[Docket No. OST–2004–19482]
  Nondiscrimination on the Basis of Disability in Air Travel; Proposed Rule

Guide horse user concern:

> Evidently the airlines are thinking of charging for an extra seat if the
> animal takes up more space than just the space that is in front of the one
> disabled passenger's seat.

DOT Regulation - Unusual Animals

Other unusual animals such as miniature horses, pigs and monkeys should be evaluated on a case-by-case basis. Factors to consider are the animal’s size, weight, state and foreign country restrictions, and whether or not the animal would pose a direct threat to the health or safety of others, or cause a fundamental alteration (significant disruption) in the cabin service. If none of these factors apply, the animal may accompany the passenger in the cabin.

GHF Position:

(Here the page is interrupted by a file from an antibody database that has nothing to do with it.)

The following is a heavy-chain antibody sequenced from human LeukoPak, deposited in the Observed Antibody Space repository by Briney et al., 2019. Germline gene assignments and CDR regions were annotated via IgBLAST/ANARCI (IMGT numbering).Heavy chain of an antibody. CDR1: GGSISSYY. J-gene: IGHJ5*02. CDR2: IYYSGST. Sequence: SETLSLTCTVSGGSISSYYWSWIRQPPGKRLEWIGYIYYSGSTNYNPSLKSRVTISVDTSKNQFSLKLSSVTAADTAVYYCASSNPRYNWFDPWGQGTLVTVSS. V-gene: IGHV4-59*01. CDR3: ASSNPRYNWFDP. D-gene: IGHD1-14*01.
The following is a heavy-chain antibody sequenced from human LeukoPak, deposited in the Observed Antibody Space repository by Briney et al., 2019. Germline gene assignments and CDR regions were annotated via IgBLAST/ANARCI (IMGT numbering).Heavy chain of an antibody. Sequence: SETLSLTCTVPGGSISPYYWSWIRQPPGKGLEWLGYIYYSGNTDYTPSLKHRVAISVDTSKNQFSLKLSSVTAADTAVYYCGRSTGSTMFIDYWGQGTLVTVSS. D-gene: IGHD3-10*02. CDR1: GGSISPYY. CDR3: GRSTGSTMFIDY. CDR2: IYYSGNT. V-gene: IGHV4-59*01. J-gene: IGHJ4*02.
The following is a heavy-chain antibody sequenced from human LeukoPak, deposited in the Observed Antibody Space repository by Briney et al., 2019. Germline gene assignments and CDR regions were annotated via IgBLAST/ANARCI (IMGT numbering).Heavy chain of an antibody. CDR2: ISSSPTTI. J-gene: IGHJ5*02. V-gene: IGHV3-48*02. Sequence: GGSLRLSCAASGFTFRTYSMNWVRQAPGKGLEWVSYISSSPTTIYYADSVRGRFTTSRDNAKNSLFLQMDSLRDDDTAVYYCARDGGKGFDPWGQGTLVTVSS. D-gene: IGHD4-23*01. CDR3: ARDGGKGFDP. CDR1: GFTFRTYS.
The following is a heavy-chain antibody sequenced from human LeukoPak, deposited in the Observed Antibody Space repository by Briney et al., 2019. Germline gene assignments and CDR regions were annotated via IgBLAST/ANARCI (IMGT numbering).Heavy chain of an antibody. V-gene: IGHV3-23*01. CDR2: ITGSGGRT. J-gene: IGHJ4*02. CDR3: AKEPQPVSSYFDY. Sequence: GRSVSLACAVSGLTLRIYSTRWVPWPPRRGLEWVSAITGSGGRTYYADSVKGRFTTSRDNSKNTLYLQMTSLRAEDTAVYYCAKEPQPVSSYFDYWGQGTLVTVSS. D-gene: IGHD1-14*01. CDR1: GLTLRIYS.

Miniature horses have become a reliable and safe alternative to guide dogs and Guide horses have proven to be reliable travelers on commercial aircraft, even on coast-to-coast commercial flights. Because a Guide Horse can be the same size as a large guide dog, Guide Horse users should be subjected to the same rules as guide dogs and not be placed into the category of “unusual animals”.

Guide Horses are sometimes smaller than service dogs and are trained to the same standards as guide dogs. The “case by case” evaluation restriction imposes a direct threat to Guide Horse user’s ability to travel freely and would constitute a direct violation of their civil rights.

The species of the guide animal should not be an issue, and all guide animals should be subject to equal and identical standards.

Guide horse user concern:

> Another issue is whether the FAA can decide on a case by case basis
> whether a certain service animal may fly on a particular airplane, or whether